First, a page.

Abteilung Geobiologie

Welcome to the Department of Geobiology!

Geological and biological processes are often directly related, and have greatly influenced the biodiversity and shape of our planet. The Geobiology Group studies the evolution of organisms and the interactions between the biosphere and the geosphere, in the present and throughout Earth's history since life originated at least 3.5 billion years ago.

In addition to multicellular animals and plants, which are in the focus of classical paleontology, we are also interested in microorganisms that once made our planet habitable to animals and higher plants, and which have dominated the biosphere for over 80% of Earth's history. We want to know what these microorganisms are, understand their metabolic and survival strategies, and gain insight into how they have had, and continue to make, a lasting impact on Earth’s element cycles.

Geobiology is a highly interdisciplinary science. Our research employs state-of-the-art methods ranging from paleontology, geochemistry, microbiology, zoology, botany, and molecular genetics. Geobiological research generates knowledge that can address real world problems, for example the extraction and recycling of industrial raw materials and the rehabilitation of contaminated ecosystems. Geobiology also provides important fundamental knowledge for managing ecosystems, responding and adapting to the challenges of today’s global climate change, and also to understanding how extra-terrestrial geological and potential biological systems may have evolved.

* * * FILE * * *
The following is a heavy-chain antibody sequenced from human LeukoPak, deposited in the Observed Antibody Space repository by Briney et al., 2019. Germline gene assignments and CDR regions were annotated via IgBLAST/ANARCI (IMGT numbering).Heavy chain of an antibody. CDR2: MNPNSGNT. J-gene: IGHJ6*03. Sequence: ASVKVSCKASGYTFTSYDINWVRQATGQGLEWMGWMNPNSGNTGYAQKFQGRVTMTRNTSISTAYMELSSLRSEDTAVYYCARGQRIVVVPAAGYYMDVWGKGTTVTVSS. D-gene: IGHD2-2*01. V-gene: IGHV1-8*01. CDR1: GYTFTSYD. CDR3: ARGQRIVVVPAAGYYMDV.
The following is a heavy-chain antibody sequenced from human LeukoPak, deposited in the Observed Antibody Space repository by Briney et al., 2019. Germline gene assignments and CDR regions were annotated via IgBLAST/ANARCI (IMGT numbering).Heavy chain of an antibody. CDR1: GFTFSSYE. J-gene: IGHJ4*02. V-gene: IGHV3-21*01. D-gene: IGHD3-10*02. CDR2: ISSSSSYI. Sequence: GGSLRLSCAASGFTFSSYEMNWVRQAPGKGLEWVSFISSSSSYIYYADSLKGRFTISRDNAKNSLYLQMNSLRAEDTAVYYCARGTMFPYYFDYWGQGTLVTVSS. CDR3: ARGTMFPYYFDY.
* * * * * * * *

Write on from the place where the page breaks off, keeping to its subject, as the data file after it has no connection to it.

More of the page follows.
Press release: Algae reveal clues about climate changes over millions of years
Rampen S. W., Friedl T., Rybalka N. & Thiel V. (2022): The Long chain Diol Index: A marine palaeotemperature proxy based on eustigmatophyte lipids that records the warmest seasons. - PNAS 119, e2116812119. https://doi.org/10.1073/pnas.2116812119

Arp, G., Dunkl, I., Jung, D., Karius, V., Lukács, R., Zeng, L., Reimer, A. & Head, J.W. III (2021): A volcanic ash layer in the Nördlinger Ries impact structure (Miocene, Germany): Indication of crater fill geometry and origins of long-term crater floor sagging. - Journal of Geophysical Research Planets 126, e2020JE006764. https://doi.org/10.1029/2020JE006764 (open access)

Duda J.-P., König H., Reinhardt M., Shuvalova J., Parkhaev P. (2021) Molecular fossils within bitumens and kerogens from the~ 1 Ga Lakhanda Lagerstätte (Siberia, Russia) and their significance for understanding early eukaryote evolution. - Paläontologische Zeitschrift 95, 577-592. https://doi.org/10.1007/s12542-021-00593-4 (open access)

Mißbach H., Duda J.-P., van den Kerkhof A. M. Lüders V., Pack A., Reitner J., Thiel V. (2021) Ingredients for microbial life preserved in 3.5 billion-year-old fluid inclusions. Nature Communications 12, article number: 1101. https://doi.org/10.1038/s41467-021-21323-z (open access)

Wolkenstein, K., Arp, G. (2021): Taxon- and senescence-specific fluorescence of colored leaves from the Pliocene Willershausen Lagerstätte, Germany. Paläontologische Zeitschrift 95, 747-756. https://doi.org/10.1007/s12542-020-00538-3 (open access)